His critique also intersected with debates around whether Latin America was feudalistic or capitalist in the colonial era and whether its obstacles to development were legacies of that feudal mode of production or instead tied to more structural, systemic world problems as cepalinos proposed.
Decades of revolution sent dependency theorists, dependedistas, and cepalinos on the move. Many Brazilian dependency theorists moved to Chile after Brazil’s 1964 coup. You write, “It was the migration of dependency ideas from Brazil to Chile, at a moment in which the military forces ousted the president in the former and the forces of the Left envisioned a transition to socialism in the latter, that turned ‘dependency theory’ into a radical political movement in Latin America and the world.”
How did the exile of dependency theorists from Brazil and the movement of their headquarters to Chile impact dependency theory and expand cepalino residence both in Chile and across the region?
First, the transition to Chile reunited Brazilian dependentistas. This reunification meant that their different ideas came to be understood on the whole as dependency theory, even though many of them contested the idea of a unified theory or that they were all part of the same project.
Second, the movement in Chile, where the social sciences were politicized, meant that Brazilians had to place themselves somewhere in the political landscape and align themselves with projects that were fighting for particular positions. The mapping of dependency groups onto academic institutions that had political affiliations politicized dependency theory; many dependentistas moved further to the Left.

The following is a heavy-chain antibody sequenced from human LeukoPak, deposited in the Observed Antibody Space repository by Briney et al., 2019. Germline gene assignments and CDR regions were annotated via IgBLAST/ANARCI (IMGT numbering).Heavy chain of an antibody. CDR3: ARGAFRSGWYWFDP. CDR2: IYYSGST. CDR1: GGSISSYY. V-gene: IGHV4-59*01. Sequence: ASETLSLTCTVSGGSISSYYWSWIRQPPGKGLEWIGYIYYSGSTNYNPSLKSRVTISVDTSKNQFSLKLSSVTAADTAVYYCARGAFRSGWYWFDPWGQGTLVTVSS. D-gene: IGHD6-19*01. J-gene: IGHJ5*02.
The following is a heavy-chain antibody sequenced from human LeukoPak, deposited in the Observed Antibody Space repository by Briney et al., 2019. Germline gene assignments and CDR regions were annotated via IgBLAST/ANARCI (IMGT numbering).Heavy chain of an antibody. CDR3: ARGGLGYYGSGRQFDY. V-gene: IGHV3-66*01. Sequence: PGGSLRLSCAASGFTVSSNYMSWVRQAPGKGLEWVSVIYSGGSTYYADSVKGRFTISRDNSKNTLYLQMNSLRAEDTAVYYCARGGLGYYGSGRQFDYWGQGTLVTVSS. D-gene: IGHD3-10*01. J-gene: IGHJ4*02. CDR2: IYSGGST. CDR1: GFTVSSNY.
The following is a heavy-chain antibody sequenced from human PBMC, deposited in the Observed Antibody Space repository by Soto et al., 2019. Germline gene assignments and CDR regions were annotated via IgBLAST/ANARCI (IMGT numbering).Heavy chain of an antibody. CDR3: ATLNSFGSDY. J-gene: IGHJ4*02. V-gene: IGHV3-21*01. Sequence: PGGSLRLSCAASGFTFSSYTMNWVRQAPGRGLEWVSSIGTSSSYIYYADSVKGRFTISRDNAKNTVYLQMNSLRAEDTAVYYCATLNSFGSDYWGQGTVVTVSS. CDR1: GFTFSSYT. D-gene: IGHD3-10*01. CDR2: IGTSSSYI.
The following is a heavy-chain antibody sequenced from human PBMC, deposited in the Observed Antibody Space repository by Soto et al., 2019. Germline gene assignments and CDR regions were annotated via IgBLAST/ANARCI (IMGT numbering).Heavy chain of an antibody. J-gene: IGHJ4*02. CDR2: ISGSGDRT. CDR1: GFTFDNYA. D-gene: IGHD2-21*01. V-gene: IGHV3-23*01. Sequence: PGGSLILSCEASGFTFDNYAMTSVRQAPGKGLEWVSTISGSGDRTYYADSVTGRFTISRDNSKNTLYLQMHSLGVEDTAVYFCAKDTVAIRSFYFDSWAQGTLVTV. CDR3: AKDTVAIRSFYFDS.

These two elements had an impact on the rest of the world. After dependentistas moved from Brazil to Chile for the coup and came together, the Chilean military coup again spread dependentistas and other social scientists who had grown these ideas all over the world. Simultaneously, social scientists and intellectuals around the world increasingly paid attention to the events in Chile under [Salvador Allende] and, later, the coup. These changes in the political landscape explain the interest in and influence of dependency ideas in the region and worldwide.
Gunder Frank’s book The Development of Underdevelopment became the global reference point for dependency theory. That, you write, annoyed Latin American dependendistas. To what extent was their critique of a Latin American theory becoming known through the work of an outsider legitimate? And to what degree was it more a pretext for Cardoso’s political critique?
There were moments when Gunder Frank’s version of dependency theory prevailed over others and when each group of theorists complained about the other taking more space. Gunder Frank did not [complain] as much as Cardoso. When revolution seemed possible, many were concerned that Gunder Frank was representing Latin American ideas. But when the possibility of revolution faded in the ’70s and ’80s, Cardoso’s version of dependency theory acquired saliency. So both of your suggestions are true.